6. Listen actively: Active listening is crucial in capturing and appropriately responding to the valuable information being shared. Pay attention to non-verbal communication like body language and facial expressions. Be aware of emotions and feelings that might arise and empower the moderator to take a short break or change the pace if it can help move the discussion forward.

    7. Keep control of the discussion: The role of the moderator is key to keeping control of the discussion and ensuring everyone has an opportunity to speak and participate. It can help to provide a framework or set ground rules for the conversation at the start of the focus group. This ensures everyone is aware of the parameters for the discussion and how you would like them to contribute.

    8. Record information accurately: Ensure you record information accurately as the discussion happens. Collecting accurate information can provide a useful reference point for future analysis. Having someone who can document both what is being said, and non-verbal cues can provide a record for later reflection. You can also consider other forms of documentation, like filming, audio recording, visual scribing, or photography. Be sure to inform your stakeholders of any recording and seek consent for its use.

    9. Provide feedback: After a focus group, provide feedback to the participants on the outcomes of the discussion. Providing participants with a summary of the discussion in writing can create an opportunity for additional feedback from those who might have something they didn’t feel comfortable sharing in the room, or who prefer different modes of communication.

    10. Use outcomes for decision-making: Use the insights gained from the focus group to inform decision-making and planning. Make sure that you update focus group members as to how the information they shared is being used by the team and how it will influence initiative outcomes. This can help build community buy-in for an initiative.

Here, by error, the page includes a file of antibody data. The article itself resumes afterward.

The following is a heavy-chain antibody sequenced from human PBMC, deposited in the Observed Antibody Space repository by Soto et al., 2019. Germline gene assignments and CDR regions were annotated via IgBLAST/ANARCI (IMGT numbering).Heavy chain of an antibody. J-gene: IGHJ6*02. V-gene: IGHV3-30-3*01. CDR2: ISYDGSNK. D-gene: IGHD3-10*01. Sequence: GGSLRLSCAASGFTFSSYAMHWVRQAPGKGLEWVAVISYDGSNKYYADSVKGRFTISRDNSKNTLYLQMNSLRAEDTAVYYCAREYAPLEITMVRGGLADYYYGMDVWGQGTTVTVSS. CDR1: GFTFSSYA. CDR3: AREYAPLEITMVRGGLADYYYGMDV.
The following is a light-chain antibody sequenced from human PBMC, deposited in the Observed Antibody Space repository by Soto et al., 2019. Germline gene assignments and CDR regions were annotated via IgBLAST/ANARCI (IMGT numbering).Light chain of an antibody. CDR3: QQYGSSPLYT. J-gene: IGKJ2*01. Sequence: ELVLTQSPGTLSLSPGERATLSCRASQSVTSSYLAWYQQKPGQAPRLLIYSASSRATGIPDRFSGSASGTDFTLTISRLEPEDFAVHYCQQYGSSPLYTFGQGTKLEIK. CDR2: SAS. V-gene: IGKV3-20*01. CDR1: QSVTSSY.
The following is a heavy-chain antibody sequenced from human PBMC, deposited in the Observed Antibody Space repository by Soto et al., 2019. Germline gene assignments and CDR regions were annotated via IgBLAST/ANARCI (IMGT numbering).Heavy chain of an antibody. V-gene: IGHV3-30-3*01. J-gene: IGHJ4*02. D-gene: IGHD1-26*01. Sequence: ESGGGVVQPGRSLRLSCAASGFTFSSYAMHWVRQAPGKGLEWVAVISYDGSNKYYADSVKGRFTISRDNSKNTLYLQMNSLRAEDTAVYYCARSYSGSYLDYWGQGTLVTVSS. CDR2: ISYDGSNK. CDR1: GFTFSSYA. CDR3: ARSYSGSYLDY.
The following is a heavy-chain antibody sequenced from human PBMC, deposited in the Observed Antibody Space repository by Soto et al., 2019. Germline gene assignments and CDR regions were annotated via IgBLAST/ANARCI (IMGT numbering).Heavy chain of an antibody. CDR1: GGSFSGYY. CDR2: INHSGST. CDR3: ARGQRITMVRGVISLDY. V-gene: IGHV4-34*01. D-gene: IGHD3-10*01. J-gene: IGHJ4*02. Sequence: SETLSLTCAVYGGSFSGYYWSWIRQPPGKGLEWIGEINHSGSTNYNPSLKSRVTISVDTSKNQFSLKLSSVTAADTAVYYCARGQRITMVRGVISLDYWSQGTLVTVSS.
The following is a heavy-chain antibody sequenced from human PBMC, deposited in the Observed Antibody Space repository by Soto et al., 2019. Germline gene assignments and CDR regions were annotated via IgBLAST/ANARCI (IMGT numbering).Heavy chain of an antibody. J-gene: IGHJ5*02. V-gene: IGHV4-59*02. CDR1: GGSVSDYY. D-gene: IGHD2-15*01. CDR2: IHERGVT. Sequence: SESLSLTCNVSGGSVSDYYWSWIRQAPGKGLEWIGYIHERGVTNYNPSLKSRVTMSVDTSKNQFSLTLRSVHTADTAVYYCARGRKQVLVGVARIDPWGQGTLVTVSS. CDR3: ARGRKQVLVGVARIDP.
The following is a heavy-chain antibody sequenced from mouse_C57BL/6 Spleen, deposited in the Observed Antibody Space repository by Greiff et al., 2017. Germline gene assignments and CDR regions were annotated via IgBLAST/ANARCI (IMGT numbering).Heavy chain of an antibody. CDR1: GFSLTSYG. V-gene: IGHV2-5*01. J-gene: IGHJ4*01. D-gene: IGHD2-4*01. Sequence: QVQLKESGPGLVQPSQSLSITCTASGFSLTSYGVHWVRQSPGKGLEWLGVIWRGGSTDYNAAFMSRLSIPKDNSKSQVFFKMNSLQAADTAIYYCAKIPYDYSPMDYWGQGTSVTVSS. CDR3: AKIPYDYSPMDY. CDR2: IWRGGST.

There are, of course, additional factors that might need consideration depending on the specifics of your focus group. These could include how to compensate your focus group members, whether you need a professional facilitator, whether your approach should be trauma informed, or whether support people are needed for the discussion.

Each focus group will be unique depending on the initiative it is supporting, the purpose, and the participants, but the tips above will provide a foundation for running an effective focus group for most simple initiatives.

Focus groups are a wonderful way to collect information and generate evidence that will allow you to determine the need for, or effectiveness of, your initiative and build buy-in and support from your target community and stakeholders.

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Acknowledgement of Country

The Western Australian Community Impact Hub acknowledges and pays respect to the Traditional Owners of the land on which we are based, the Whadjuk people of the Noongar Nation and extends that respect to all the Traditional Owners and Elders of this country. We recognise the significant importance of their cultural heritage, values and beliefs and how these contribute to the positive health and wellbeing of the whole community.